Political campaigns have become hotbeds of mischief and criminal activity, but not in the way, you might believe.

The pressure cooker, fly by night environment of campaigns makes them vulnerable in a unique way to criminals and hackers and campaign operatives say experts in cybersecurity.

In addition, a data mining system is essential for modern political campaigns, and parties and candidates are collecting and maintaining more personal data on each voter than at any previous time.

In recent years, there has been more and more problems with cybersecurity when it comes to campaign information. Misplaced voter or donor information and data breaches can end up in the hands of the wrong people.

Foreign intelligence services reportedly have found their way into the servers used by campaigns.

Hackers wanting to embarrass different politicians have altered website of campaigns, while scammers of credit cards have found making small donations is an excellent way to test Visa and MasterCard numbers that have been stolen.

Since campaigns are not setup for a long period, they focus on just winning while security is second in the level of importance or even lower.

The biggest known breach of personal data in politics took place in 2009, when WikiLeaks posted information for credit cards from over 4,700 online donors for Norm Coleman.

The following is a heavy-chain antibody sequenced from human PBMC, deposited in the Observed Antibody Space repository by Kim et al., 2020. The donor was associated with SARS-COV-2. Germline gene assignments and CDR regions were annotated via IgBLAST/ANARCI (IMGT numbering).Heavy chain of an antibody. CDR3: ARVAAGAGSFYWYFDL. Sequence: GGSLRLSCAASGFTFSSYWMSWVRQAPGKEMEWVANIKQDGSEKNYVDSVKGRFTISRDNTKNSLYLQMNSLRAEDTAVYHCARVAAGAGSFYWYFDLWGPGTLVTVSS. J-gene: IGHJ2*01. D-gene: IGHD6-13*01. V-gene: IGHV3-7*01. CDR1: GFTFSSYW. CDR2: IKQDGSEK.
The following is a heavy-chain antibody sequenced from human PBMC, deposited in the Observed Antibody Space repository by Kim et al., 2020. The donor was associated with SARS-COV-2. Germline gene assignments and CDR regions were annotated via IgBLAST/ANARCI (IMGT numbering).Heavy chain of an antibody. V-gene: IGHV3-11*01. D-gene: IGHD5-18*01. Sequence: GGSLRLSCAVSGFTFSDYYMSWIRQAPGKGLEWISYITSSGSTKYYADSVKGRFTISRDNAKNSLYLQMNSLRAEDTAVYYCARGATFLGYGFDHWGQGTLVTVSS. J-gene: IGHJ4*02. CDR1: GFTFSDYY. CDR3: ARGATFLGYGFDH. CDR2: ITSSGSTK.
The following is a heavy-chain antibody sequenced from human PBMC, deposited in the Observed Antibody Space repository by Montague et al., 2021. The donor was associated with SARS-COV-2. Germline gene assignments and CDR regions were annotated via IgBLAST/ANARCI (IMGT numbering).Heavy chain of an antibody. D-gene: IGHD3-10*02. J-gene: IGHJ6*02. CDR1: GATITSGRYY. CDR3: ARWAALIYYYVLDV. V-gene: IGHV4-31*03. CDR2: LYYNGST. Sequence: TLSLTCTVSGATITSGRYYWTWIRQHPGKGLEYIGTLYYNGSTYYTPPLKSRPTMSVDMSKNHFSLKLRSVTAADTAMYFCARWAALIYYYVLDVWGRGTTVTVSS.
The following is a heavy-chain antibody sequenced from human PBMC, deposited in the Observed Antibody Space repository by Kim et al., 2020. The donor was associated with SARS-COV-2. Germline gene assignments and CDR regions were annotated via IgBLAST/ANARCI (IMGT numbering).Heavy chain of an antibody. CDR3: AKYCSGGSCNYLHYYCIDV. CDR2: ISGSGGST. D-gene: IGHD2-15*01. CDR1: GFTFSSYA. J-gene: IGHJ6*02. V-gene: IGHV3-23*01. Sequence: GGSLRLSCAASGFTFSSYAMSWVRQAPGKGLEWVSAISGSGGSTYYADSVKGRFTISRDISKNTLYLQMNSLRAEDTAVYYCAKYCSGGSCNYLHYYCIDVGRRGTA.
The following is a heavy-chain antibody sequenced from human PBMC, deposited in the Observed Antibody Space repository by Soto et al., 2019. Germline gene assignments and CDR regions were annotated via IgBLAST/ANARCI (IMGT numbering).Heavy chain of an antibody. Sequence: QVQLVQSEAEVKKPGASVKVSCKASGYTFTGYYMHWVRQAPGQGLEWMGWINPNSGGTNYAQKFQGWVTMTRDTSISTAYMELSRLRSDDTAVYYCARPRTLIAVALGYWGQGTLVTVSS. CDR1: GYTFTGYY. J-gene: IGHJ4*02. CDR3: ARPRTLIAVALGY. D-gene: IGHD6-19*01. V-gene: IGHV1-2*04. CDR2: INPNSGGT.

At that time, Coleman was in a heated recount race with Al Franken and seeking donations to maintain his legal battle.

However, his campaign was required to ask its donors to cancel all their credit cards.

Several vendors or campaigns have inadvertently exposed voter or user information from data on credit cards to personal addresses.

This past May, some of the campaigns that used NationBuilder, a platform for political webhosting exposed information inadvertently like phone numbers and home addresses to anyone with the email addresses to the supporters.

Since that time, NationBuilder has closed that loophole. The company would not speak about the data security or user privacy when requested to comment.

Political consultants say that the majority of campaigns are aware of vulnerabilities.